continues to be bone-dry with no significant rainfall, there
may not even be enough water to effectively dilute the
spores the worms release.
“In the next
few months, many juvenile salmon are expected to die from
the disease if additional flows are not released to flush
the pathogen out of the river,” the Yurok release read.
Closing the tribe’s commercial fishery is an effort to let
as many salmon spawn as possible to have a higher number of
juveniles that aren’t killed by C.
The Yurok Tribe
also noted that Reclamation’s temporary operating
procedures, released Wednesday, did not include tribal
consultation, and that disaster relief for Tribes in the
Basin has been minimal.
Tribe is suffering significant economic damage on top of the
extreme cultural and social impacts of failing fish runs,”
said Frankie Myers, the tribe’s vice chairman. “While we
have never and will never put a dollar value on our fishery,
there is a clear disparity in the federal relief to Tribes.”
For Tribes, a
lack of fish isn’t just an economic loss. Salmon are a
cultural touchstone and a crucial way for tribal people to
feed themselves and strengthen their communities.
“While we are
sympathetic to our upstream neighbors, many Yurok families
are also unable to pay basic bills due to the fishing
closures. We don’t have enough salmon for our ceremonies or
to feed our elders as we have since time immemorial,” said
Yurok Counsel Amy Cordalis.
Spain said the
KMZ closure will disproportionately affect small, family
fishing operations, whose boats tend to be too small to even
leave the zone. Eureka, Crescent City and Brookings, all
contained within the zone, simply have no option to fish
when stocks are this low. Many have given up.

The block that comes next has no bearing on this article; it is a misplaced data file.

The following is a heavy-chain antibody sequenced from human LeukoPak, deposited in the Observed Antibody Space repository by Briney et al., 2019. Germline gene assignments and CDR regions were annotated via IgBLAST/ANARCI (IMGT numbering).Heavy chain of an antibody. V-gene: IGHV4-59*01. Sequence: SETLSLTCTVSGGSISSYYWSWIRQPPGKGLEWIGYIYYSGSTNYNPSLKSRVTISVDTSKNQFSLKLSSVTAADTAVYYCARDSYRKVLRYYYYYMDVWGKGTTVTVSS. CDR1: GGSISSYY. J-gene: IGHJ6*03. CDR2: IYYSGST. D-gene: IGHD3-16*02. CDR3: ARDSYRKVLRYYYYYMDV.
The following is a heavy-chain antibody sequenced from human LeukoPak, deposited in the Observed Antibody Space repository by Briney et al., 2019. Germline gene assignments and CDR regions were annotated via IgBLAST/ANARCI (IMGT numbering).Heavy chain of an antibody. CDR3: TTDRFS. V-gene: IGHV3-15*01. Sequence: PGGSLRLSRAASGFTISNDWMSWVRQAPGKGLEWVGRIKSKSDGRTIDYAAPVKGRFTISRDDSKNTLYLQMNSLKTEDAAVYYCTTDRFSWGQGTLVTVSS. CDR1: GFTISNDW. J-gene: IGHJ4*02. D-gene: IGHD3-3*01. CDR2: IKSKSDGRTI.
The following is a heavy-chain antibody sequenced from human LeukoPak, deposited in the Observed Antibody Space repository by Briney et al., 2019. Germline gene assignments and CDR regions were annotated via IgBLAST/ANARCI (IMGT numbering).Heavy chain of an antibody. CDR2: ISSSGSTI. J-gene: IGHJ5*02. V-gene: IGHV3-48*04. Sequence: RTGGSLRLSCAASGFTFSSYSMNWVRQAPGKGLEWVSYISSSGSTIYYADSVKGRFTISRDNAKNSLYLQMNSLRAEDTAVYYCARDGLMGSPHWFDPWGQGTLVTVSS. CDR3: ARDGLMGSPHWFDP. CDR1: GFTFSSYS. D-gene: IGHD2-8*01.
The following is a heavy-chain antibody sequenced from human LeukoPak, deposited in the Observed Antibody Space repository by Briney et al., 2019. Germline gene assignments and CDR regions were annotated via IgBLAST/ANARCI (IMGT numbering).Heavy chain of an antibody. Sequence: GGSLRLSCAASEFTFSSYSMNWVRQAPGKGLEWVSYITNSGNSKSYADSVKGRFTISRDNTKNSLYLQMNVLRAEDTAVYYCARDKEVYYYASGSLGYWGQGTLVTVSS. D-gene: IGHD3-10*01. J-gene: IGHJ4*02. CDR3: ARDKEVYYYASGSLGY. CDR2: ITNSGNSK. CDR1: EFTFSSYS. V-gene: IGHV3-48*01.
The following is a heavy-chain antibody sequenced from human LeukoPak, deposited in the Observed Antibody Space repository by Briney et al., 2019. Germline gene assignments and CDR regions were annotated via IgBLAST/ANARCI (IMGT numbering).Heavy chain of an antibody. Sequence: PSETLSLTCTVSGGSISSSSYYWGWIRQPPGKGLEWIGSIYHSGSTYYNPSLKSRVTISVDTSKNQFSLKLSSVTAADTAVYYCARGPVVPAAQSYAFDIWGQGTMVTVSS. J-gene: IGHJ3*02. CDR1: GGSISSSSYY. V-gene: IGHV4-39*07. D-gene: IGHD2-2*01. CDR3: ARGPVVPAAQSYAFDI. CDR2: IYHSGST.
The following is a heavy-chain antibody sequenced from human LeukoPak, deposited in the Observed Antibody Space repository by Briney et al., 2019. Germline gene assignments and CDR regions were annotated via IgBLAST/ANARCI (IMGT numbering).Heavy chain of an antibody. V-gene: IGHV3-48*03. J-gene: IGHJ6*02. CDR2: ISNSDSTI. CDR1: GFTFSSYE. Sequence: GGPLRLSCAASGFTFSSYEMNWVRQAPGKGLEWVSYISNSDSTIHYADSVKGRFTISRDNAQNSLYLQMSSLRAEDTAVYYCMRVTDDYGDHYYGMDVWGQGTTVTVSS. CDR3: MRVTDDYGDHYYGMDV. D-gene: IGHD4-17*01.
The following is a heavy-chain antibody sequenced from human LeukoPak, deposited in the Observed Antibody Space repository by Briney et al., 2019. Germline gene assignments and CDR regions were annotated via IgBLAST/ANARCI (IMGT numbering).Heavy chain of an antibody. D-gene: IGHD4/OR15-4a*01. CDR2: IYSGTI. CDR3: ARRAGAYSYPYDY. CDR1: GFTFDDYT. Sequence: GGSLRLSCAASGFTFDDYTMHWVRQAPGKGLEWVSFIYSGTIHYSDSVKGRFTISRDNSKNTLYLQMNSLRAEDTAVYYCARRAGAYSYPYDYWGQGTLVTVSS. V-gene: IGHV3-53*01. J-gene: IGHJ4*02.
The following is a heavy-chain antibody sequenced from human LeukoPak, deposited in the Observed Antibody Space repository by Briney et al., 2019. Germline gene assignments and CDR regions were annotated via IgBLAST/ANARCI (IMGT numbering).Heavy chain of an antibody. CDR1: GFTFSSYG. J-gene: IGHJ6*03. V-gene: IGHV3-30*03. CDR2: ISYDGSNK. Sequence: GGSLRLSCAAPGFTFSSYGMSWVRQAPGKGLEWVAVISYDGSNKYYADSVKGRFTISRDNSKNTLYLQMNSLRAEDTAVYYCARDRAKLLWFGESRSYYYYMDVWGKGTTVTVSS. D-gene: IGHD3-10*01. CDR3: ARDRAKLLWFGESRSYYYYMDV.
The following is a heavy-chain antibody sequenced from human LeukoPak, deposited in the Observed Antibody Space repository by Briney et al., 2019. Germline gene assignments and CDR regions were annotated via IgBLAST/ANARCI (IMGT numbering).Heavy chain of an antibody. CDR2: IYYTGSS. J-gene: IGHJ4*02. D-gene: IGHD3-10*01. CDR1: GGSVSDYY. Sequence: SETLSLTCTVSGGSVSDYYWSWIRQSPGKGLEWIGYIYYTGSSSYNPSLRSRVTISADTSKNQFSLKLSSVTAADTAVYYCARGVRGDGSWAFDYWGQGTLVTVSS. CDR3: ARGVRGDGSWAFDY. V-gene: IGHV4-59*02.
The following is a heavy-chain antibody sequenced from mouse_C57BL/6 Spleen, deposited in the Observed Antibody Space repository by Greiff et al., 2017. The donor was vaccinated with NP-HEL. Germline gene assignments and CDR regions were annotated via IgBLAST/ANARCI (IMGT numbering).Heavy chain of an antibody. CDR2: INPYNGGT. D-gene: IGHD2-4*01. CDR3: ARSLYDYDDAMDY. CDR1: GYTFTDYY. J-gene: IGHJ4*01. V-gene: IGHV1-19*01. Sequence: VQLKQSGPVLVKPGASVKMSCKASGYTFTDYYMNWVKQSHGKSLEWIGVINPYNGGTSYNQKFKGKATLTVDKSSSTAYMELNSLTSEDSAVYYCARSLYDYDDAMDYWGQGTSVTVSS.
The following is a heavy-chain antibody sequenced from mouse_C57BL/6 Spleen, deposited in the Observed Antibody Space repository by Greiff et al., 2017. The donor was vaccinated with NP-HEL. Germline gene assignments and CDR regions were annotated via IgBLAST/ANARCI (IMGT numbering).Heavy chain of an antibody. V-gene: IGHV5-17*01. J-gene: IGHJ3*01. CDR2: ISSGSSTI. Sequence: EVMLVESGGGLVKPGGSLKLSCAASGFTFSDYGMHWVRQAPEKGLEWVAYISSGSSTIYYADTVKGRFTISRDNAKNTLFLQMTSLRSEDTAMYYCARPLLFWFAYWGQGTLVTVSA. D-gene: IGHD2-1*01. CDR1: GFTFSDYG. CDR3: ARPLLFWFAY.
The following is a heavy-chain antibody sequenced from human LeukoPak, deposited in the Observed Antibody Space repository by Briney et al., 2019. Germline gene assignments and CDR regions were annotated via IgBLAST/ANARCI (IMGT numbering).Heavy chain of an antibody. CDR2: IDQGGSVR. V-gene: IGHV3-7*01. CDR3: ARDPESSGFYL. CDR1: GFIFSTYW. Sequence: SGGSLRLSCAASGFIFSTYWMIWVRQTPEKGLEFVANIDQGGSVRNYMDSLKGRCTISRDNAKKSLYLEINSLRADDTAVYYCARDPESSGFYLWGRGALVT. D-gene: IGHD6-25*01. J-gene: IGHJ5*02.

“We’ve lost 80%
of our boat permit holders in the California fishery since
1976,” Spain said.
necessarily mean there are fewer boats out there. Those who
don’t quit may consolidate into larger fishing conglomerates
or acquire permits to fish for multiple marine species in
multiple states, making the environment tougher for
small-time producers. And the fleet of boats and people are
aging: Fewer kids want to take on their parents’
their lives invested in this business, and there’s no
product,” Spain said.
has worked to lobby the federal government for drought
relief for farmers in the Upper Basin impacted by water
shortages, Spain said the relief mechanism for fishermen
isn’t as immediate. The Secretary of Commerce will only
declare a fishery failure at the end of the season, which
advocates use to ask Congress for money. That puts them on a
two to three-year waiting list. But similar to Klamath Basin
farmers, the relief package is never enough to fully recover
the costs of a failed production season.
on opposite sides of a water tug-of-war, Spain said the
parallels between farmers in the Upper Klamath Basin and
fishermen beyond the mouth of the Klamath River are
“We have the
same problems as the small family farmers do in the Klamath
Basin,” Spain said. “We’re the same kind of people:
Blue-collar, work-a-day food producers, and we’re being
crushed by these environmental disasters that aren’t of our
Spain and the
Yurok Tribe both called for sustainable, long-term solutions
made outside courtrooms. Scientists expect the removal of
four aging dams on the Klamath River to improve conditions
for salmon, but an agreement of how an ever-dwindling supply
of water should be divvied up is still needed.
“All of this
points to the need to find equitable and durable solutions
that result in sustainable communities from the top to the
bottom of the Klamath Basin,” Myers said.